Alessandra Lacorazza, a queer Colombian American writer/director, utterly astonished attendees with her feature In The Summers that won her both the Grand Jury Prize for the U.S. Dramatic Competition and the Directing Award. This touching story chronicles the poignant moments between two sisters as they navigate summer custody visits with their often volatile father. The sometimes devastating and complicated relationship between the girls and their father may never completely heal, but a deep acceptance and resiliency is forged throughout their formative years as they never give up on each other. Lacorazza’s work deals with personal and cultural memory, and incorporates themes of migration, alienation and community.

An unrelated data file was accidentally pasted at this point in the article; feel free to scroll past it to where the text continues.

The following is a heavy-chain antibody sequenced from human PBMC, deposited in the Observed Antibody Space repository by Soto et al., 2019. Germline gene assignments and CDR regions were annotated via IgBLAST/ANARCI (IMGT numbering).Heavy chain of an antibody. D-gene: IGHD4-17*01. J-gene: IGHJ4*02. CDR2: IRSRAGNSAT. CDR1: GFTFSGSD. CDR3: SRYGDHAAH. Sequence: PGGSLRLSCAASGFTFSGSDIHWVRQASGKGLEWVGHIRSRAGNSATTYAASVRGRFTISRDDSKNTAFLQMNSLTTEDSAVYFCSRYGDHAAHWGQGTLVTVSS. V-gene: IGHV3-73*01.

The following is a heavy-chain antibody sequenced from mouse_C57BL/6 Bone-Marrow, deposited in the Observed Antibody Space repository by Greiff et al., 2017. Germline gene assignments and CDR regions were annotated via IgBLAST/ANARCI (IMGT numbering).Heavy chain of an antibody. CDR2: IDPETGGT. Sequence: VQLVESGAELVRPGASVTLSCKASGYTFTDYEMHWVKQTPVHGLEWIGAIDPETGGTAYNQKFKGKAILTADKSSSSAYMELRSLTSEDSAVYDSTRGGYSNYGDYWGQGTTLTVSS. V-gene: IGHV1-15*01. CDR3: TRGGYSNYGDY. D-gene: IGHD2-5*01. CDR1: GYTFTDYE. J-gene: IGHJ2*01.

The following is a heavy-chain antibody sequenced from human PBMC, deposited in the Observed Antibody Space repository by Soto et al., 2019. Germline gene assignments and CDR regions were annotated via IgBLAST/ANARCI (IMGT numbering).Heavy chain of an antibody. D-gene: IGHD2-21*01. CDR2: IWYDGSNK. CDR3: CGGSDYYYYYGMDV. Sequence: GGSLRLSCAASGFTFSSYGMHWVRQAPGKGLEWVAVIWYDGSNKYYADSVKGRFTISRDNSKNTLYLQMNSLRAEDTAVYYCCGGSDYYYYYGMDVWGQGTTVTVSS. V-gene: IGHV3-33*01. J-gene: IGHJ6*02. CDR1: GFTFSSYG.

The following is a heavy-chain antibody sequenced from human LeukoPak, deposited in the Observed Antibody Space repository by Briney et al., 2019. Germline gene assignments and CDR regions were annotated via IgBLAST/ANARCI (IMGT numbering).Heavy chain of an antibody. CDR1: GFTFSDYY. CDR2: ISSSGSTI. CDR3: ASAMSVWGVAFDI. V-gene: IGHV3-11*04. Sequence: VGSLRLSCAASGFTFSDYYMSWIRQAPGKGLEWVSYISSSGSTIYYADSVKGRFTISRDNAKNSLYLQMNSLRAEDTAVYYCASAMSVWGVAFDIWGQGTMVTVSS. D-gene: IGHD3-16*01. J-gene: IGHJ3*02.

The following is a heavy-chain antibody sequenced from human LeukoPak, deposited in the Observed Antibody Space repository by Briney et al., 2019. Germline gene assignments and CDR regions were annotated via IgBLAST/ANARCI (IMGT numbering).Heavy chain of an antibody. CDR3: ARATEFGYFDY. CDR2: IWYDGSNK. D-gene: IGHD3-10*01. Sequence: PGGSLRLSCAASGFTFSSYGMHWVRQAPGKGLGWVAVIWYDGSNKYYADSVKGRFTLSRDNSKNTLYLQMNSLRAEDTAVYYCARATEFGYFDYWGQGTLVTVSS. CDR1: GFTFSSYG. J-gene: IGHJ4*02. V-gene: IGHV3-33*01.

Another highlight was the premiere of Carla Gutierrez’ brilliant documentary Frida, a sumptuous portrayal of the Mexican artist Frida Kahlo. Gutierrez’ meticulous editing, using rarely seen archival footage and animation, won her the Jonathan Oppenheim Editing Award and gave us a fresh perspective on this monumental artist’s life, passion and work. How can anyone create anything new about Frida Kahlo at this point? We know so much about her already, but Gutierrez did it by allowing the artist to speak for herself, through her own words. The narrative of the film follows Frida’s own writings from personal journals, letters and essays. New technologies in animation were also implemented to capture our imaginations and hearts with the magical renderings of surrealist imagery. Gutierrez is a documentary editor/director who immigrated to the United States from Peru as a child, and she shares that her Latinx heritage gave her a deeper understanding of the Mexican culture that Frida embodied in every way.